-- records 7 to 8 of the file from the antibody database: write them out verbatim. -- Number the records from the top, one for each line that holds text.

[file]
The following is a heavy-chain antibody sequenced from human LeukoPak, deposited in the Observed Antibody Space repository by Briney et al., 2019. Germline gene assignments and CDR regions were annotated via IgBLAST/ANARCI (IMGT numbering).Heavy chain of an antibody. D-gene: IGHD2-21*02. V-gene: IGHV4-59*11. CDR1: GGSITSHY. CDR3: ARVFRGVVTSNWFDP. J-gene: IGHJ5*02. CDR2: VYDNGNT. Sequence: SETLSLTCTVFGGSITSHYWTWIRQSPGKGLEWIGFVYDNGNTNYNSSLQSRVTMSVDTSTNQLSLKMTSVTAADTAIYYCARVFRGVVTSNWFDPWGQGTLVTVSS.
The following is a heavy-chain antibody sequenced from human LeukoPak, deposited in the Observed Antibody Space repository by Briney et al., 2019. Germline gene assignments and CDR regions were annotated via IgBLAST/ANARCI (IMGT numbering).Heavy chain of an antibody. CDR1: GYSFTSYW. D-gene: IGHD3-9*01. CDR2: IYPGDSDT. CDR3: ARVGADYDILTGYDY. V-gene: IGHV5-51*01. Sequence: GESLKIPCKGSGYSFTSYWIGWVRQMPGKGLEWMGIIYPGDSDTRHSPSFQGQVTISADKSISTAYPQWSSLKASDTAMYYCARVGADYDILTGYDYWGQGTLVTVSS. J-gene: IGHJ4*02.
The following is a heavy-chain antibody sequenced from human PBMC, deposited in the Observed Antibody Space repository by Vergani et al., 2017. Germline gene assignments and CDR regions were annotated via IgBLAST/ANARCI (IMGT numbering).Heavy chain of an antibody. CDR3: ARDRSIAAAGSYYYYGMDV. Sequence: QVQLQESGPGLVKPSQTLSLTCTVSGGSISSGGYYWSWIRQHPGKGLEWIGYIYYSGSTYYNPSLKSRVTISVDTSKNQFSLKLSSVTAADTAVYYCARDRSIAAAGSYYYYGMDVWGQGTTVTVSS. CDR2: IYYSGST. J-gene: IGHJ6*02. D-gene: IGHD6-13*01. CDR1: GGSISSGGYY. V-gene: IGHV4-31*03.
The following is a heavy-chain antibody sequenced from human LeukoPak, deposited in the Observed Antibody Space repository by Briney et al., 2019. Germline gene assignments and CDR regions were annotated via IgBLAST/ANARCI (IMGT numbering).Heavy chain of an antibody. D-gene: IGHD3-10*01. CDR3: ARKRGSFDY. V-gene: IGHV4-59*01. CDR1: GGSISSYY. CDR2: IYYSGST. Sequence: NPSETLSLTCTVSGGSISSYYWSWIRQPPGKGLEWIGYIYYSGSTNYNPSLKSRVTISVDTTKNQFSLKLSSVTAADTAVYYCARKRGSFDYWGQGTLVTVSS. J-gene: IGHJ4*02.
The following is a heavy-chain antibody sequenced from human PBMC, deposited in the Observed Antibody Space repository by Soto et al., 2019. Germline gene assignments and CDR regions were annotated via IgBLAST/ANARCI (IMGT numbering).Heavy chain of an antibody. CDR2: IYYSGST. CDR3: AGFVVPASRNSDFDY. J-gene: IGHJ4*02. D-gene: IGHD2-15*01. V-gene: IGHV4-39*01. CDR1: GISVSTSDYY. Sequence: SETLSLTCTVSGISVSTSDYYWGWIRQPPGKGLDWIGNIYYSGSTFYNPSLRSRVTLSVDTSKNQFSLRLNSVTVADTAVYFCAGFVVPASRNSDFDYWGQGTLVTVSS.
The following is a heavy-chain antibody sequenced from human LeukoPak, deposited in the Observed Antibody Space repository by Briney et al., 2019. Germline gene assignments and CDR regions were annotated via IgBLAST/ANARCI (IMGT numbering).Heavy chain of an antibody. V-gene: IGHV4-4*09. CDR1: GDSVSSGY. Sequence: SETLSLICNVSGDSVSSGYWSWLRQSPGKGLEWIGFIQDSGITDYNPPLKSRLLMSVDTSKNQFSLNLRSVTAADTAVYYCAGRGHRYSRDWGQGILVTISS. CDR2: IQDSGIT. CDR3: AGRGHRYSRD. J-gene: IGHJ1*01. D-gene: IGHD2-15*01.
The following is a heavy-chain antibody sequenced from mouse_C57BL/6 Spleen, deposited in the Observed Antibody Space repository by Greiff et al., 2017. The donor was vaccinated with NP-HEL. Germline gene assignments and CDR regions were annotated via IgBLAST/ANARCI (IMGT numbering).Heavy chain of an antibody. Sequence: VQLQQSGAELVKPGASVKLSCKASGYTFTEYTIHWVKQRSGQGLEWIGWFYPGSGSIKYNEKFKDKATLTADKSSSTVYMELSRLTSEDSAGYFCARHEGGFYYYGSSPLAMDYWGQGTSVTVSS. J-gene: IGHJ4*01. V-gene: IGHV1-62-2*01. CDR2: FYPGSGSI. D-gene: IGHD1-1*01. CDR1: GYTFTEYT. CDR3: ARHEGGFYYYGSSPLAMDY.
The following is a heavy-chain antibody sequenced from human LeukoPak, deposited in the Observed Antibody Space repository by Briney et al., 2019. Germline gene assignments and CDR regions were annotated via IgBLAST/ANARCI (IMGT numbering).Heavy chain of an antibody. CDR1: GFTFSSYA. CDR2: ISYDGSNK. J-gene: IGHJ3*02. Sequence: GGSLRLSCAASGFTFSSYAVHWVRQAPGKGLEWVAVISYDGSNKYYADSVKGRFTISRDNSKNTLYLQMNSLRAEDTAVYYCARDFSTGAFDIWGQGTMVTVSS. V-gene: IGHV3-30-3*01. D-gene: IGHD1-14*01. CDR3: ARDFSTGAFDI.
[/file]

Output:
The following is a heavy-chain antibody sequenced from mouse_C57BL/6 Spleen, deposited in the Observed Antibody Space repository by Greiff et al., 2017. The donor was vaccinated with NP-HEL. Germline gene assignments and CDR regions were annotated via IgBLAST/ANARCI (IMGT numbering).Heavy chain of an antibody. Sequence: VQLQQSGAELVKPGASVKLSCKASGYTFTEYTIHWVKQRSGQGLEWIGWFYPGSGSIKYNEKFKDKATLTADKSSSTVYMELSRLTSEDSAGYFCARHEGGFYYYGSSPLAMDYWGQGTSVTVSS. J-gene: IGHJ4*01. V-gene: IGHV1-62-2*01. CDR2: FYPGSGSI. D-gene: IGHD1-1*01. CDR1: GYTFTEYT. CDR3: ARHEGGFYYYGSSPLAMDY.
The following is a heavy-chain antibody sequenced from human LeukoPak, deposited in the Observed Antibody Space repository by Briney et al., 2019. Germline gene assignments and CDR regions were annotated via IgBLAST/ANARCI (IMGT numbering).Heavy chain of an antibody. CDR1: GFTFSSYA. CDR2: ISYDGSNK. J-gene: IGHJ3*02. Sequence: GGSLRLSCAASGFTFSSYAVHWVRQAPGKGLEWVAVISYDGSNKYYADSVKGRFTISRDNSKNTLYLQMNSLRAEDTAVYYCARDFSTGAFDIWGQGTMVTVSS. V-gene: IGHV3-30-3*01. D-gene: IGHD1-14*01. CDR3: ARDFSTGAFDI.